play me a tune
June 12, 2006 5:35 AM   Subscribe

For theatre (and other) projects, I sometimes need music that I can't find on CD. Is there a service that lets you email sheet music to a musician, who then a musician records the song and sends it back to you as an mp3? I'm looking instrumental music -- no vocals. Just a piano/keyboard is generally fine.

I'm sure I could just post an ad on craigslist, and I might try that. But I'd like to look into other solutions, too.

My company is a small not-for-profit, so funds are tight. So I can't spend a fortune on a song. I'm hoping to find a really good musician -- someone who can pound out a song quickly enough that they won't have to charge an arm and a leg for hours and hours of their time.
posted by grumblebee to Media & Arts (9 answers total)
I've done this exact thing, for several different small theater groups. Each time, I found a regular patron or someone who already helped with other aspects of the company to volunteer their time. It's almost certain that there is someone at hand who plays piano well enough to do the job for you.

Once I found someone with a digital keyboard who could record the music directly. Other times I recorded to tape (using a regular old tape deck) and then digitized the tape.
posted by ewagoner at 5:57 AM on June 12, 2006

I suggest smartscore.

Put sheet music on a scanner, the program will read it, after which you can export as audio or midi, and edit the music if you'd like to change the arrangement.

It will probably prove cheaper than a musician after the first few songs, and the convenience +editing is hard to beat
posted by yorick at 6:04 AM on June 12, 2006

Response by poster: I'm intrigued by your suggestion, yorick. I almost asked if there was an automated solution, but I figured musicians would get outraged. I assume that software like this DOESN'T do a great job without tweaking the results. How easy would it be for a non-musician to do so? I can't read music.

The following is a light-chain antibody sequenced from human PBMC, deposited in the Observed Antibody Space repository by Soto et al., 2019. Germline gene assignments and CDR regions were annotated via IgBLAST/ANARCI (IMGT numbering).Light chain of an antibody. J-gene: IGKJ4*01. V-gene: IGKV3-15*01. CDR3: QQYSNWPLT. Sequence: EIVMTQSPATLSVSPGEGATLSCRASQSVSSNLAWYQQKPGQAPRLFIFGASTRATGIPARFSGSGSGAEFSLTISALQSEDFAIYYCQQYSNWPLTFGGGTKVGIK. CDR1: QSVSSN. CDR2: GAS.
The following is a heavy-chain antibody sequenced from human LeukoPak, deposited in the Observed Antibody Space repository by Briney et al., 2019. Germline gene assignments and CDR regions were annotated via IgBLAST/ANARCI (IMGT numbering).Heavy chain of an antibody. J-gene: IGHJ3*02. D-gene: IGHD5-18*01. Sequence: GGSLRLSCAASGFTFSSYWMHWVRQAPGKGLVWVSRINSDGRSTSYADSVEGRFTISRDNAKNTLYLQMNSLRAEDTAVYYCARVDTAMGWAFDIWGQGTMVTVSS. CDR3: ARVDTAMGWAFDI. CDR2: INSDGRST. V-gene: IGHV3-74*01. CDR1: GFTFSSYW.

posted by grumblebee at 6:25 AM on June 12, 2006

I don't know of a service set up to do this, so the next best thing would be to locate someone who is good at piano/keyboards and work something out with them. For example, you could look up a piano teacher in the yellow pages and ask them. Another possibilty is a local university -- tell them you want to get in contact with a piano tutor, then see if they'll do it.
posted by teem at 7:33 AM on June 12, 2006

I can't answer your question, but I wouldn't recommend getting the final product in MP3. Go-go-Gadget uncompressed AIFF.
posted by secret about box at 7:35 AM on June 12, 2006

You can also search the internet for MIDI files of what you want. Load them into a sequencer with a decent piano synth/rompler.

May need less editing as they have been performed, but you will need to learn the bare basics of sequencing.
posted by lunkfish at 8:19 AM on June 12, 2006

For the record, I haven't personally used smartscore. My recommendation is based on positive comments I"ve heard from other musicians. I also spoke with their tech support guy when we shared a tradeshow booth, and he said that most of the scanning problems come from handwritten scores. However, I'm not sure how much editing is needed after scanning, even if the results are considered accurate.

If you already have access to a scanner, your best bet is to try a demo version from their site and see if it works for you. It's probably not for everyone, but easy enough to try out for free.
posted by yorick at 8:38 AM on June 12, 2006

Response by poster: Thanks for the info so far. Just to clarify, don't worry about my reference to mp3 files. I know that they aren't the best format for music.

Assuming I do go with an app like smartscore, can anyone suggest a reference where I can learn the basic music concepts needed to operate such a program? My guess is that most edits will have to do with tempo and pitch.

If there isn't a service that does this, it sure sounds like a good business idea: "I'm an independent musician. If you need a song recorded, send me the sheet music and $100 and I'll have it ready fo you as an AIFF, WAV, MIDI or AIFF by the next day."
posted by grumblebee at 8:41 AM on June 12, 2006

Response by poster: I guess the problem for me would be if it made an error due to a bad scan. Since I don't read music, I would have trouble correcting the error. (Note to self: learn how to read music!)
posted by grumblebee at 8:43 AM on June 12, 2006

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